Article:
>> CLAUDIO LUCENA:  I do think we have a fairly good starting point.  Not every single decision in the text is well‑taken.  It surely sends a message to the rest of the world that, that, let's say, a far‑reaching universal framework for regulating or managing or governing AI within a certain jurisdiction is somewhat possible.

     This goes ‑‑ in the past years, we were very much looking at issues of sector industry approaches.  We talked very much about different frameworks being required to answer to automation issues in the country.

     So there, was, for example, an initiative or thought to address education, health, public uses of automation.  And I think, having a standard as the proposal, might be an interesting development. 

     What we don't have anymore, is the leadership position of that GDPR represented.  That was, when we had the GDPR as a global standard, there were not 506 going initiatives.  506 initiatives for governing for legislation. 

     And I think we do have other, now, because of GDPR also represented in geopolitical landmark, was like, European values guiding the development of data protection throughout the world. 

     And, it is strategic, but I think AI represents a much‑more strategic issue in the world.  So, we have for example, China, clearly reacting with a very different approach, from the one in the EU regulation for AI.

     China doesn't base its approach on algorithmic, sorry, it's not a risk‑based approach.

     It's a, a provision to address recommendation systems, in general. 

     Let's say, it's used in our every day tools.  It does address user needs.  Of course, there are issues of implementation, how the country and the political culture and legal culture will implement that.

     We cannot be naive about that.  But it does address user needs.

     It does address the fact that users can more‑actively interact with the platforms and demand remedy, which is not present, currently present in the text.  In the European text and so, I think we have a good starting point.

     There's a possibility we will represent, again, a standard, but it's not alone anymore.  There are other initiatives that have to be considered at this point.  And the developments, as of now, it's a bit difficult to foresee.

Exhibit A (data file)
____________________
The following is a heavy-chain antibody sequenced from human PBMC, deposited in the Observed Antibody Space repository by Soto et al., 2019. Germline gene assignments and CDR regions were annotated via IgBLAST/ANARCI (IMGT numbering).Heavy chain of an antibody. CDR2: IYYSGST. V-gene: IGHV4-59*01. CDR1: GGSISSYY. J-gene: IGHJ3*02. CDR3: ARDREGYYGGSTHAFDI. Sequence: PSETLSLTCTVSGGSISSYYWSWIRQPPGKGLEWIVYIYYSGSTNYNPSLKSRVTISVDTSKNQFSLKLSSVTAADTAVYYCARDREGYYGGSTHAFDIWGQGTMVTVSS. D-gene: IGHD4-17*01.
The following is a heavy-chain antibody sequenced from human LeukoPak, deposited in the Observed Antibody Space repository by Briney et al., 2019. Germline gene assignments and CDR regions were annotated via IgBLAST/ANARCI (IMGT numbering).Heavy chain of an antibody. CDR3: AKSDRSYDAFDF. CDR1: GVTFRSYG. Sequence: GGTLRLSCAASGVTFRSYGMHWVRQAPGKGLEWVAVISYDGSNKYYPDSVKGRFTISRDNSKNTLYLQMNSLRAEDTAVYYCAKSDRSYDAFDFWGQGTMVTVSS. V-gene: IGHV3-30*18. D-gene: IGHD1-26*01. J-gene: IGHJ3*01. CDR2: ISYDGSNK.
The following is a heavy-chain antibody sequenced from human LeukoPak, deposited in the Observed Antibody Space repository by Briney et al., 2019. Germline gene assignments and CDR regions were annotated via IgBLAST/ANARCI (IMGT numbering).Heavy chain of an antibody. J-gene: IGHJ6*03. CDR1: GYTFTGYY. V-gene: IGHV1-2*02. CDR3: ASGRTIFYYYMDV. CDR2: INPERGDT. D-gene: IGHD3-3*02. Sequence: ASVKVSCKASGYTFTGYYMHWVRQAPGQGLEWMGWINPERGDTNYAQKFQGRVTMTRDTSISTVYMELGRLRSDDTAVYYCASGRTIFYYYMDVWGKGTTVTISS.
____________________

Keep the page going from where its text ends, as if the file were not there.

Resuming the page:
>> IMANE BELLO:  Thank you, very interesting and very clear as well, in terms of putting the draft within its geopolitical context.

     We discussed it earlier, right now, as the draft is written, there are no remedy for end users.  Maybe you, Daniel, you want to react shortly to this and I was wondering, if, later, we have five or ten minutes for questions.  If you do have questions, put them in the chat, we'll read through them and discuss together. 

     Daniel, really shortly and the question of remedy for end users?

     >> DANIEL LEUFER:  Yeah, I think that's really lacking in the current draft and a lot of people immediately pointed out to this, rights aren't conferred on affected people and users, whatever you want to call them in the draft.

     I think there's a technical issue in that who would be the rights‑holder under the act.  In the GDPR or data subject, it can't just be anyone under the act.

     As I mentioned, what we've proposed is if you have the obligation on users to identify affected people, then the people identified as affected people could be rights holders, under the act.

     So, those two things, I think, have to go together.  Yeah, we have a proposal, which I linked to provide both redress in the case, that something has gone wrong.

     Also, I think, an interesting one to look at is rights, the right not to be subjected to prohibited AI practice, because, although there are prohibitions, it's going to be clear that companies will say, we're not subliminally manipulating you.

     You have to, then, prove, what you're doing.  Does fulfill this definition of prohibition.  I think we need to think about the enforcement of prohibited practices to avoid the situation where someone just says that's not what we're doing. 

     >> IMANE BELLO:  Thank you so much.  Okay, we've been asked to wrap it up.  Maybe as a conclusion, anymore harass, could you tell us what you see, how you think we can pave the way forward to towards paving the roads for regulation on AI systems?

     >> NICOLAS DIAZ FERREYRA:  Thank you very much.  The discussion has been very interesting and engaging.  As a take‑home message, what this panel is actually exposing, this will take, once again, a lot of independent disciplinary work and very hard work and I think, we should take into account, all the different fronts that converge within the AI ecosystem and all the different stakeholders.

     We have to be aware that, mainly, as you mentioned, Imane, earlier, developers are quite effective as performance driven and many of them, they are not properly trained in AI ethics or any kind of human rights impact assessment. 

     We have to provide the means for conducting that on the front line of AI development.  I think this would be, at least for me, the main focus, also for my research within the next years. 

     And hopefully, we could all join forces into, for creating this trustworthy AI ecosystem that we all want and being able to, with more awareness of the risks of using and deploying AI systems, make use of them in a wiser way. 

     >> IMANE BELLO:  Thank you so much, Nicolas.  Thank you for joining us today.  It was my pleasure to moderate and we'll see you soon around the corner for AI Governance.  Take care.  Bye‑bye.

     >> Thank you, bye‑bye.


     [Presentation concluded at 3:36 a.m. CT/10:36 a.m. UTC].